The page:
Here are three potential interpretations of Bruno I’ve been hearing recently (okay, four):
— Bruno is about surprising people into revealing ugly truths about themselves, like Borat
— Bruno is a piece of stunt cinema done for shock value, like Jackass
— Bruno is (alternatively) a shameless revel in queerbashing / a clever indictment of queerbashers
Its episodic structure plays into each of these thematic approaches at times. The visual style, format and pacing are pretty similar to Borat, and it has a lot of similar set pieces and gags. It has a lot of gay jokes of questionable kosherness. All true and welcome. But these all seemed subplots, side themes to me, not really the main thrust of the piece – not what it was about.
My gut impression, which thinking about it more has only confirmed, was that Bruno was a much older sort of comedy, a comedy that followed a self-obsessed symbol of vice through a society that didn’t necessarily deserve better, but which at least offered the comfort and amusement of being hilariously consistent. Bruno immediately reminded me of Moliere — the French writer who brought us such Top 40 hits as The Hypocrite, The Misanthrope and The Imaginary Invalid.
And in thinking about the comedy of Moliere, where it sits in the tradition of comedy, and where Bruno sits among today’s comedy offers us some insight on one of the questions I think needs to be asked a lot more critically of our cultural arbiters:
When we laugh at our vices and failures, why must we insist they be fixed, or even be fixable?
All Moliere’s comic heroes are blinded by self-love. Instead of learning to know themselves, and growing wiser, they love themselves uncritically and sink into vice, folly or melancholy madness. Like Panurge or Adolphe, they magnify their own importance in the general scheme of things, devalue those around them who do not agree with them, and remove reason from the public domain, turning it into an instrument whose only function is to justify private passion and designs. Having failed to understand themselves, Moliere’s fools also fail to understand the shape of the world they live in; their careers are a series of comic blunders and accidents which result from what Celimene calls ‘this great blindness which afflicts all of us with respect to ourselves.’
— Andrew Calder, from Moliere: The Theory and Practice of Comedy
Sacha Baron Cohen’s big three Ali G Show characters are ironic in parallel ways. Ali G has lowbrow, low-status tunnel vision, which tests the highbrow, high-status tunnel vision of the people he interviews. Borat has prejudices based on where he is from, and he draws out the prejudices we have because of where we are from. In the show, Bruno is so superficial and obsessed with sex that he reveals the superficiality and sex obsession of others. (The line from Mark’s Alabama videos posted earlier this week: “Being gay is the new coolest thing!” is very telling and important to remember)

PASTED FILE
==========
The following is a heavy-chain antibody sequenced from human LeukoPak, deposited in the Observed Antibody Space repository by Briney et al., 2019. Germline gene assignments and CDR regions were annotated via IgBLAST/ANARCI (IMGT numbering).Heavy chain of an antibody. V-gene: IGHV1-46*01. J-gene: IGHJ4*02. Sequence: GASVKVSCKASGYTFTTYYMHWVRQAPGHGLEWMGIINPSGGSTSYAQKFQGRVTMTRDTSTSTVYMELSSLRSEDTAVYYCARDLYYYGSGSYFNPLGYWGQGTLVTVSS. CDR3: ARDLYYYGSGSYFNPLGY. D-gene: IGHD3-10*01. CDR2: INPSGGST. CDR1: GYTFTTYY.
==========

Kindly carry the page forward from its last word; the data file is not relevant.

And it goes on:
But Bruno in the movie is not a lot like Bruno in the show. Bruno in the movie isn’t just obsessed with being cool, or with his sexuality, he’s obsessed with himself. He doesn’t so much aspire to qualities or to draw them out of people as seek to fully realize himself and bring them along for the ride.
This makes him very different than Sacha Baron Cohen’s other characters. Bruno is more motivated in this movie, and he follows more of a straightforward (heh) narrative, than the other Ali G thoroughbreds ever do. Bruno doesn’t just behave in this way to get laughs or as an intellectual exercise, he has a grounded point of view and objective.
And when he’s misbehaving, the scenes are much more often about him. Borat is about the reactions Borat gets from people. Bruno is about Bruno. It’s about his story, his sexuality, his identity, his ultimate failure to reform or reinvent himself after the loss of his Austrian television show, and why this is funny rather than sad. Nobody really cared whether Borat managed to kidnap Pamela Anderson (the whole idea is absurd in a different way than Celebrity Max Out! is) – the big question was whether Pamela Anderson staged it or not (she did).